If your target market is seniors — generally people aged over 55 — don’t be easygoing with your marketing. Many think that senior marketing is as easy as using photos of older adults and increasing font sizes.
However, marketing to this age group requires just as much creativity as marketing to Gen Z. While the jargons used by this cohort do not change at blinding speed, marketers still need to perform comprehensive research to target their prime motives. Remember, seniors are the wealthiest age cohort in the world because they have spent decades earning, saving, and investing.
With brilliant marketing strategies, you can benefit greatly from their spending power.
A Look a Senior Spending Power
The role of seniors in the spending economy will increase in the 2020s. Older people tend to have higher incomes than the younger generations, and their needs increase with every passing year, including medical and palliative care. Moreover, the senior population grows rapidly. Today, there are 750 million older adults across the globe, and they’re projected to cross the 1-billion mark by 2030.
As such, seniors are considered major consumers. Dubbed “the silver economy,” the age group’s contribution to the spending economy is enormous. In fact, seniors are estimated to spend about $15 trillion by 2030, jumping from $8.7 trillion in 2020.
Staunch Brand Loyalty
It is, however, difficult to earn their business. A 2010 study published in the Journal of Business & Economics found that elderly’s consumers strongly resist brand-switching. Once they have established a favorite brand, they are less likely to try out other brands. This is in contrast with younger groups, which are more open to experimenting with different brands.
Marketers who want to cash in on the silver economy would have to use creative and effective marketing techniques.
Strategies to Market to Seniors
It isn’t easy to create a blanket marketing strategy for seniors because they can be further segmented into more specialized segments. For instance, we can divide seniors into:
- Pre-Retirees (Ages 50-65) — Many 50-year old professionals start planning for retirement by the time they reach their golden age. A lot of financial changes start at this milestone.
- Active Retirees (Ages 65+) — These include people who no longer earn active income through their profession. However, they have money from Social Security, pensions, income-generation assets, savings, and more.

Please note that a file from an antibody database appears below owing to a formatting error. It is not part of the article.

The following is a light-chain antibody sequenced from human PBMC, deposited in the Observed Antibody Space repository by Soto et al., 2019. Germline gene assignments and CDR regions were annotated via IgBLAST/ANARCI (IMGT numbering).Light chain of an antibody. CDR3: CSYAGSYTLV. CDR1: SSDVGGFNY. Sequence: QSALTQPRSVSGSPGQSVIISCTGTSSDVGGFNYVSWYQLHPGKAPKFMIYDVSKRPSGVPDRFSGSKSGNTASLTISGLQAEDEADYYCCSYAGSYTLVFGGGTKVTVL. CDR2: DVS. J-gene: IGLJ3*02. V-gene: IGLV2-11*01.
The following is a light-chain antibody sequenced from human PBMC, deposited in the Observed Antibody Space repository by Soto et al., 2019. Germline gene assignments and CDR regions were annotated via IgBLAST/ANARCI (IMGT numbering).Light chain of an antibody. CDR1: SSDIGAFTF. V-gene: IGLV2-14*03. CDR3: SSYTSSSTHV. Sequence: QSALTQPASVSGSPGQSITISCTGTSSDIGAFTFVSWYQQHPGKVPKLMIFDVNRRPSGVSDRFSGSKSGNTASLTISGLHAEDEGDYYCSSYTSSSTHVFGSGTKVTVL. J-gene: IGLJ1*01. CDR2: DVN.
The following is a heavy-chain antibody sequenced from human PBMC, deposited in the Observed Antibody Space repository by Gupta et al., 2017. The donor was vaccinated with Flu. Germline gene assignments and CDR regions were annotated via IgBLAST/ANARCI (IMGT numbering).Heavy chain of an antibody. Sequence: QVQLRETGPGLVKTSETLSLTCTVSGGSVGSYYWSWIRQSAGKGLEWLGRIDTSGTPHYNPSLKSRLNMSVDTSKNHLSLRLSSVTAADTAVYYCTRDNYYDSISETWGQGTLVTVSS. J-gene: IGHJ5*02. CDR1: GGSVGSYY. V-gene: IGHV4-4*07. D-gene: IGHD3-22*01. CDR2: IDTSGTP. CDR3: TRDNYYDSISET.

- Late Retirees (Ages 65-75) — These include seniors at the standard retirement age but are still working.
Despite different financial circumstances and motivations, there are general techniques that could win all of them over.
Keep It Short and Simple
The older generation is used to a straightforward language. While the younger markets, like Gen Z and Millennials, have a passion for quick wit, fun, and drama, seniors simply want to know what your product or service would do for them.
The right marketing strategies will steer clear of trendy language and internet slang. Else, the joke will be lost on older adults.
Provide a Personalized Experience
The silver economy grew up without automation or self-service. Instead, they always had access to personal attention. This personalized experience, therefore, is what they value. While personal customer service is the gold standard across all age groups, it’s even more important when you’re marketing to an older cohort.
As such, it’s best for brands targeting seniors to invest in better, more personalized customer service than, say, TikTok marketing.
Choose Visuals with Vitality
Most people see themselves 5-10 years younger than they really are. This is an important factor when choosing images for a marketing campaign — the best photos are the ones that resonate with their audience.
So choose photos brimming with vitality. During this age, there’s a lot of focus on living life to the fullest, so make sure your campaign photos portray seniors with the energy of people ten younger than they are.
Take Advantage of Multi-Channel Marketing
In 2020, about 86% of Americans aged 50 to 59 years old and 81% of 60- to 69-year-olds had smartphones. People who were 70 and older don’t lag behind — 62% use smartphones.
But don’t let these figures fool you into using only mobile-powered marketing strategies. Seniors still live much of their lives in the offline world. And they grew up on TV ads, billboards, and physical catalogs in the mail. So instead of relying solely on internet marketing, brands could explore multi-channel marketing, where they could reach older shoppers both online and offline.
Marketing to the older population presents unique challenges, and it’s up to the marketing team’s creativity to reach them. But by sticking to these tenets, your brand has a greater chance of success.